The Celtics started the season a mildly disappointing 6-4. They have played a difficult schedule so far, with losses against the Nuggets, Pacers and Raptors. But regardless of outcomes, the team clearly needs to get its house in order.
The source of their struggles is well-documented – the return of Kyrie Irving and Gordon Hayward. They are players that most any team would love to incorporate, but their respective returns have had residual effects.
Irving is mostly back to his old self. While he is scoring only 19.2 points per game – his lowest average since his rookie campaign– he has come on of late. Additionally, much of his drop off in scoring can be attributed to the abundance of weapons on the Celtics’ roster. But his play isn’t the issue.
Terry Rozier filled in beautifully in Irving’s absence, averaging 16.5 points in the playoffs last season in 36.6 minutes per game. But with Irving back in the lineup, Rozier’s opportunities have diminished dramatically. Rozier will be an unrestricted free agent after the season, and it was never clear if he was interested in remaining in Boston behind Irving. But with Irving back in the lineup, Rozier is averaging only 7.5 points in 22.7 minutes per game – thus, hurting his trade value in the short-term and hurting the possibility that he re-signs in the long-term. And teams around the league have taken notice of his dissatisfaction, which will only hurt his trade value to the club.
Hayward’s conundrum is more complicated. Yes, his production is down. He is playing 25 minutes a game and tallying 10.1 points, 5.8 rebounds and 2.2 assists per game. Comparatively, he averaged 20.3 points per game in 35.5 minutes over his last three seasons in Utah. But he is only 10 games into his return from a horrific injury. This is mildly alarming, but not worth mentioning on its own.
But there’s a butterfly effect of sorts going on in Boston. Allocating 25 minutes per game to Hayward takes playing time away from others. Jayson Tatum’s recent slump is probably a separate issue given that he is seeing more playing time than he received last season, but Jaylen Brown is a whole other story.
Brown, averaged 14.5 points per game last season with a PER of 13.6. And remember, Hayward was injured early on in the first quarter on the first game of the 2017-18 season, so last season was virtually a year without Hayward. This season, Brown is down to 11.4 points and a PER of 8.7 – a significant drop off for a rising star.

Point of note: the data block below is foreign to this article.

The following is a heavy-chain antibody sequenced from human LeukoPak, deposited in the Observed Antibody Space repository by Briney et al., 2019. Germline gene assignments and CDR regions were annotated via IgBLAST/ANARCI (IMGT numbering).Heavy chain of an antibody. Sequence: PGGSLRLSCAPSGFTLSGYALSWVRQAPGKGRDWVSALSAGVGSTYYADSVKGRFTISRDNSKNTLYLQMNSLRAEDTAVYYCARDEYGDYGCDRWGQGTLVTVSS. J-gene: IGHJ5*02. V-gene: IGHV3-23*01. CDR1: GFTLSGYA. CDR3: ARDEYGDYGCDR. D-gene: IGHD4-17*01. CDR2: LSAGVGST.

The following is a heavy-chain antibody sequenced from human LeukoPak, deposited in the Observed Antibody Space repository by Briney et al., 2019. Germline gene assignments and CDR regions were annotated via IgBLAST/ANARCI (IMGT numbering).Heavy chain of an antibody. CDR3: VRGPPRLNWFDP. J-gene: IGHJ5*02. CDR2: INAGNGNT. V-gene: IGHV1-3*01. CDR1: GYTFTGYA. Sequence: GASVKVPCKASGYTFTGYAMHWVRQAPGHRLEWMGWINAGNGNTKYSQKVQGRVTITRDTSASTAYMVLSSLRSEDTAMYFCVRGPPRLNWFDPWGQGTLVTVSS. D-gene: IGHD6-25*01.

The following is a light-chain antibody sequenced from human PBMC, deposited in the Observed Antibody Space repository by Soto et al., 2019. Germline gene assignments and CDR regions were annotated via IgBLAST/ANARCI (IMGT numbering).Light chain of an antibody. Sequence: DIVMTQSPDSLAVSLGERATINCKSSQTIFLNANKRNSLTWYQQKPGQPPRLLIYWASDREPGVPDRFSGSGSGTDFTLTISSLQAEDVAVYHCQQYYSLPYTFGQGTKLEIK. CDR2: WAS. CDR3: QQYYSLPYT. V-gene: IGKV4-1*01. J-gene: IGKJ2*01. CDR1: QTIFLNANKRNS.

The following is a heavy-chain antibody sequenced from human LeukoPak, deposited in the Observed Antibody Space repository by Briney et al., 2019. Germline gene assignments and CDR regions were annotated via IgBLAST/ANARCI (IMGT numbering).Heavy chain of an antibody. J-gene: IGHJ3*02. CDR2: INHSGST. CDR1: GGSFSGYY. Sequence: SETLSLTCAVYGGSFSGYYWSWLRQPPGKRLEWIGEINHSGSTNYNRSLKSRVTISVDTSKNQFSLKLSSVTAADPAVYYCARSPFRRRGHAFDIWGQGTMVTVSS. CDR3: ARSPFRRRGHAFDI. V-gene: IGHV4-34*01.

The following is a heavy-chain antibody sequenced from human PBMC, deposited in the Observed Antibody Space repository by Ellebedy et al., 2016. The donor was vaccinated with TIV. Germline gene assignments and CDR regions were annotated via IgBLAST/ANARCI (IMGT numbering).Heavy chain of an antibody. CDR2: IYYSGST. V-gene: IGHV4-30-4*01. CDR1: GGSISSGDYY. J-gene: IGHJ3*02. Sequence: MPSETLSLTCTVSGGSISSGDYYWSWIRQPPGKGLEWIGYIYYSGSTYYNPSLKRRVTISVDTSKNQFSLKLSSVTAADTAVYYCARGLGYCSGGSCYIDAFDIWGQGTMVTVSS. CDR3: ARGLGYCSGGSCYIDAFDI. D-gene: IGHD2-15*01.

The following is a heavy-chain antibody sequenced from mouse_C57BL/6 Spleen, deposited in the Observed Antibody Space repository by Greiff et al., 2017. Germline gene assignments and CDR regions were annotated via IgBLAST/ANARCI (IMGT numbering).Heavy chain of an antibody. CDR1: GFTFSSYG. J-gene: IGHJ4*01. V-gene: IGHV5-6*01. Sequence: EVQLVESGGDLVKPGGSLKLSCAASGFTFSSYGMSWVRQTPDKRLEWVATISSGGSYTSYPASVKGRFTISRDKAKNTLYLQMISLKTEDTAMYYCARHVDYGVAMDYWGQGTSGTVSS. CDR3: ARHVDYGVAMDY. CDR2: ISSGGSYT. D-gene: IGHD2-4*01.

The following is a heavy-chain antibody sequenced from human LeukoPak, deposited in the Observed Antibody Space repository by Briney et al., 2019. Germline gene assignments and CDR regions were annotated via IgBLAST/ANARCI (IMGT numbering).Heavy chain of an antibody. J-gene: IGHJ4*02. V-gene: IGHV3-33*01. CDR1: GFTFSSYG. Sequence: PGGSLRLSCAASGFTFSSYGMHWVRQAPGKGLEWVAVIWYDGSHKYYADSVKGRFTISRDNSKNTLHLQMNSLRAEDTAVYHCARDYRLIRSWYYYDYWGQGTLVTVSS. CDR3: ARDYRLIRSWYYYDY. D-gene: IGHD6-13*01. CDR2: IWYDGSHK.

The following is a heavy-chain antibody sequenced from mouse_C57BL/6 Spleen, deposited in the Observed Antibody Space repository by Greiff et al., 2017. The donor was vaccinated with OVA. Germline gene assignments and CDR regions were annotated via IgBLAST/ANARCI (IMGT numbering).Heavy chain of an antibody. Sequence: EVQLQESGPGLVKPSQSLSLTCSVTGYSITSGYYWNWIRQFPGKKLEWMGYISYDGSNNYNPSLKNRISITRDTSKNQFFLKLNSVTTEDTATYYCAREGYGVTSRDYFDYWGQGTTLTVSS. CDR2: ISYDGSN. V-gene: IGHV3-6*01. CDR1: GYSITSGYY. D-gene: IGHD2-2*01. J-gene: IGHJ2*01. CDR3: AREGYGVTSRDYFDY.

And the effect on Marcus Smart is noteworthy, too. Smart’s scoring is down to five points per game (down from 10.2 last season), and his three-point shooting is down to an anemic 18.5 percent (down from 30.1 percent).
The Celtics will likely figure things out because good players led by good coaches typically get good results. But their slow start is definitely cause for concern.
The Nets Are Playing Too Good for their Own Good
Hot take – the Nets aren’t bad. In fact, they’re pretty good. At 5-6, the Nets are in the midst of their best start to a season since the 2012-13 campaign.
The team has a good amount young talent headlined by: Caris LeVert (20.5 points per game), Jarret Allen (11.3 points 7.8 rebounds and 1.8 blocks per game) and Spencer Dinwiddie (14.1 points per game on 43.1 percent from three-point range).
There is also added depth in the form of Joe Harris (55.4 percent from three-point range), D’Angelo Russel ( 15.4 points and 5.1 assists per game) and others.
What’s more, the team plays a great style of basketball for the modern NBA, placing sixth in pace in the league. But it’s still probably not enough to qualify for the playoffs. And even if it is, what’s the goal? To be a middle-tier team that gets eliminated from the playoffs each year?
The Nets have a bright future, but how much better could they be by adding a free agent or two this offseason, as well as a high draft pick? And remember, all the talent the Nets have amassed was facilitated through other teams’ picks that they traded for; the Nets haven’t owned their own pick outright since 2013. So just imagine what their front office could do with a lottery pick.
Many of the concerns listed above will work themselves out. And they will be replaced by new issues – that’s the nature of the beast. But some might linger and throw off a team’s season.